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Wren, St. Paul’s Cathedra, 1675-1710l

•Sir Christopher Wren- Very intellectual -like a Renaissance man but no apparent direct link between his scientific and artistic ideas•design classical in nature•Great fire of London in 1666 destroyed the old St. Paul’s•Named to the Royal commission for rebuilding the city•Effected by the design for the Louvre•Wanted it to be the St. Peters of England

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Hogarth, The Rake’s Progress, c. 1734•England never accepted Rococo style- became the object of satire•English painting became more important than it had been since the Middle Ages•William Hogarth was a “Dramatist”-paintings and prints came in sets-morality plays that espoused middle class virtues- very narrative in nature

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Thomas Gainsborough, Blue Boy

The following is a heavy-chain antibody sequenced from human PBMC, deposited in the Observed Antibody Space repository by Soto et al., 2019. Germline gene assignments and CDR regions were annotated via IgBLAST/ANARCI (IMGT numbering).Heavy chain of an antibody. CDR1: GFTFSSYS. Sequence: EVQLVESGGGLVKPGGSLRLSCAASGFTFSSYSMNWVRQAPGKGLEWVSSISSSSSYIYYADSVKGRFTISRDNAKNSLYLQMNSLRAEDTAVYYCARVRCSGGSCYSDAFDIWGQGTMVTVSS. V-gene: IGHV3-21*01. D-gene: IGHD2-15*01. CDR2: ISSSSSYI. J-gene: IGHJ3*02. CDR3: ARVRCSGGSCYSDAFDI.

•Portraiture was constant source of income for English painters- Gainsborough became a master at this-a a favorite of high society•Cool elegance•Rubenesque technique •Enlightenment- painting must include both nature and art- Hume’s “Natural Man”- free of excessive pride or humility

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Sir Joshua Reynolds, Mrs. Siddon as the Tragic Muse, 1784

•Great rival of Gainsborough•Believed in the French Academy’s academic approach•Had his own written art rules•Painted allegorical portraits•Rembrandt-like lighting•Unlike Gainsborough, Reynolds believed that art must conform to the example of poetry, be it epic or tragic (Horace)•Borrowed poses from antiquity to elevate the individual to a universal type